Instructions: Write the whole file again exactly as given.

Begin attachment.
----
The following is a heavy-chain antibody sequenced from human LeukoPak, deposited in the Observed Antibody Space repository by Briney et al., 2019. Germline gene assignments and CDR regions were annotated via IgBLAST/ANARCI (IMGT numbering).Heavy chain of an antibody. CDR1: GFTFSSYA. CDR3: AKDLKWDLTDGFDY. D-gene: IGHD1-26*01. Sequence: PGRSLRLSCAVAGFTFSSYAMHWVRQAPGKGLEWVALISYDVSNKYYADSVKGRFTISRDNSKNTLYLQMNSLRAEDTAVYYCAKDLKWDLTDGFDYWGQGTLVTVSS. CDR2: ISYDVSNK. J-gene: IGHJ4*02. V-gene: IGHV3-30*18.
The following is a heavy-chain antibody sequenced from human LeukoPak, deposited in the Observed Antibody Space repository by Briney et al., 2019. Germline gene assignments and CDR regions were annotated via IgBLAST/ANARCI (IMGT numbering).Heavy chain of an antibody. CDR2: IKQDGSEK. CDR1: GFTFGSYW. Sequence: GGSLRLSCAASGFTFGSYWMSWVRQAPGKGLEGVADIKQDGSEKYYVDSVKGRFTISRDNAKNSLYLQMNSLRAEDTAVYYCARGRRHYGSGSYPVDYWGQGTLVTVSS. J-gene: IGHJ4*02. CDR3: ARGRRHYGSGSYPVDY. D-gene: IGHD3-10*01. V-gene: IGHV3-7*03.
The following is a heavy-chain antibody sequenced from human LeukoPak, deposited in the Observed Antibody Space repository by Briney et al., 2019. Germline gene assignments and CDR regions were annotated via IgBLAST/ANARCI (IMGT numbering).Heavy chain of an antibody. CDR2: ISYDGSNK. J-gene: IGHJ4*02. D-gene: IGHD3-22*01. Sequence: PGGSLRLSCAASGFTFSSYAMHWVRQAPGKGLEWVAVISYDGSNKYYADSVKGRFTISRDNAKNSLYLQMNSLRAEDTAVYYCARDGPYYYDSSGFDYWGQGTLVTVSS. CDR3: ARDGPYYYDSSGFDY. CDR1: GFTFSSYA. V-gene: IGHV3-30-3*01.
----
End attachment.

The following is a heavy-chain antibody sequenced from human LeukoPak, deposited in the Observed Antibody Space repository by Briney et al., 2019. Germline gene assignments and CDR regions were annotated via IgBLAST/ANARCI (IMGT numbering).Heavy chain of an antibody. CDR1: GFTFSSYA. CDR3: AKDLKWDLTDGFDY. D-gene: IGHD1-26*01. Sequence: PGRSLRLSCAVAGFTFSSYAMHWVRQAPGKGLEWVALISYDVSNKYYADSVKGRFTISRDNSKNTLYLQMNSLRAEDTAVYYCAKDLKWDLTDGFDYWGQGTLVTVSS. CDR2: ISYDVSNK. J-gene: IGHJ4*02. V-gene: IGHV3-30*18.
The following is a heavy-chain antibody sequenced from human LeukoPak, deposited in the Observed Antibody Space repository by Briney et al., 2019. Germline gene assignments and CDR regions were annotated via IgBLAST/ANARCI (IMGT numbering).Heavy chain of an antibody. CDR2: IKQDGSEK. CDR1: GFTFGSYW. Sequence: GGSLRLSCAASGFTFGSYWMSWVRQAPGKGLEGVADIKQDGSEKYYVDSVKGRFTISRDNAKNSLYLQMNSLRAEDTAVYYCARGRRHYGSGSYPVDYWGQGTLVTVSS. J-gene: IGHJ4*02. CDR3: ARGRRHYGSGSYPVDY. D-gene: IGHD3-10*01. V-gene: IGHV3-7*03.
The following is a heavy-chain antibody sequenced from human LeukoPak, deposited in the Observed Antibody Space repository by Briney et al., 2019. Germline gene assignments and CDR regions were annotated via IgBLAST/ANARCI (IMGT numbering).Heavy chain of an antibody. CDR2: ISYDGSNK. J-gene: IGHJ4*02. D-gene: IGHD3-22*01. Sequence: PGGSLRLSCAASGFTFSSYAMHWVRQAPGKGLEWVAVISYDGSNKYYADSVKGRFTISRDNAKNSLYLQMNSLRAEDTAVYYCARDGPYYYDSSGFDYWGQGTLVTVSS. CDR3: ARDGPYYYDSSGFDY. CDR1: GFTFSSYA. V-gene: IGHV3-30-3*01.